Improving TDECQ and SNDR for Better Characterization of Serial Data Signals, and Path from Mask Test to TDEC, SNDR, and TDECQ Measurements
The test of high speed serial data signals has developed from mask test to TDEC, transmitter and dispersion eye closure. With signaling moving to PAM4, measurements move in two directions: SNDR for PAM4– signal to noise and distortion ratio, a transmitter test tool which sums noise and other non-compensable features into one figure-of-merit number; and the TDECQ, transmitter and dispersion eye closure penalty quaternary. We summarize these developments, and in an original work we show improvements for SNDR and TDECQ for the near future.
Measuring Current and Current Sharing of DC-DC Converters
The measurement of current in power converters, especially in switching DC-DC converters, is a very important task. This paper will establish a practical range for the time constants that we need to cover and will illustrate the effectiveness of DSP-based corrections for a few selected time-constant values. It will be shown and illustrated that even though the voltage across the capacitor of the RC element rides on the ‘quiet’ output voltage, for multiple reasons the common-mode voltage range and common-mode rejection of the measurement circuit is still very important. This paper analyzes the noise floor, dynamic range, confidence level and measurement speed of the impedance measurement solution.
Examining System Challenges When Implementing Next Generation Data Center Input/Output (I/O) Connectivity
As the networking industry moves to develop higher data rates to support next generation demands, there are also simultaneous demands to support higher Input/Output (I/O) port densities, higher I/O module power dissipation, improved signal integrity, maintain cable reach and satisfactory electromagnetic interference (EMI) performance. In this paper, we will discuss the comparative differences of three state-of-the-art port types including micro quad small form-factor pluggable (microQSFP), quad small form-factor pluggable double density (QSFP-DD) and octal small form-factor pluggable (OSFP). These new I/O ports address the conflicting performance demands in different ways and the comparative performance differences will be presented using a combination of simulation and measurement methods. A summary will be provided highlighting the relative ability of the different port types to meet next generation market needs.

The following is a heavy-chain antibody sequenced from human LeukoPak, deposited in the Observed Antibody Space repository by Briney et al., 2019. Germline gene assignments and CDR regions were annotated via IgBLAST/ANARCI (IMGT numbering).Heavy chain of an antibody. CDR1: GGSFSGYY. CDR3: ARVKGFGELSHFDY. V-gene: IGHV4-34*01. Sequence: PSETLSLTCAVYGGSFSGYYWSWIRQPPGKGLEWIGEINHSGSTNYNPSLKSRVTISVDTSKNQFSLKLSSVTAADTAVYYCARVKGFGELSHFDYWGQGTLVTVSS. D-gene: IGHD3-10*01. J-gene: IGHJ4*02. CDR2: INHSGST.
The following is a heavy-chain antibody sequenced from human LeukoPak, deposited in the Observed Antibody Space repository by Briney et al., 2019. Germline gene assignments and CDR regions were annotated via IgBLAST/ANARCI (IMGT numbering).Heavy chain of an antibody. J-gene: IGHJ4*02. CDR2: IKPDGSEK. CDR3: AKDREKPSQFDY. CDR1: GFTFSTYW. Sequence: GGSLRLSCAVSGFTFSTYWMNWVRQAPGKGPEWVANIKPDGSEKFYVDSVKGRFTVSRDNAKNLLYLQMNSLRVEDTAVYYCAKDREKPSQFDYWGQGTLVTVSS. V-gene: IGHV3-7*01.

112G Electrical System Performance Study Based on an Improved Salz SNR Methodology
In early system design stage for 112G when no silicon nor hardware components are available, an improved Salz SNR analytical model is derived and a methodology for assessing system margin is introduced. Unlike traditional ICR based Salz method, major noise terms that are recognized to be dominant and are weighted much higher in PAM4 than in NRZ systems are included. Performance ‘upper limits’ such as maximal tolerable insertion loss and crosstalk for ‘optimal’ modulation scheme is analyzed based on six backplane link architectures and those with higher possibility to meet the ‘upper limits’ are selected based on full channel modeling for margin analysis.
16Gb/s and Beyond with Single-Ended I/O in High-Performance Graphics Memory
GDDR5 has emerged as a leading DRAM interface for applications requiring high system bandwidth like graphic cards, game consoles and high-performance compute systems. However, the requirements of newer applications drive even higher memory bandwidth. The paper discusses the development of GDDR6 as a lower-risk and more cost-effective solution as compared to other high-bandwidth memory solutions. We further introduce GDDR6 as offering a 2x increase in per-pin bandwidth over GDDR5, while maintaining compatibility with the established GDDR5 ecosystem. Circuit and channel performance scaling will be discussed and validated through measurement to demonstrate the potential for scaling GDDR6 to 16Gb/s.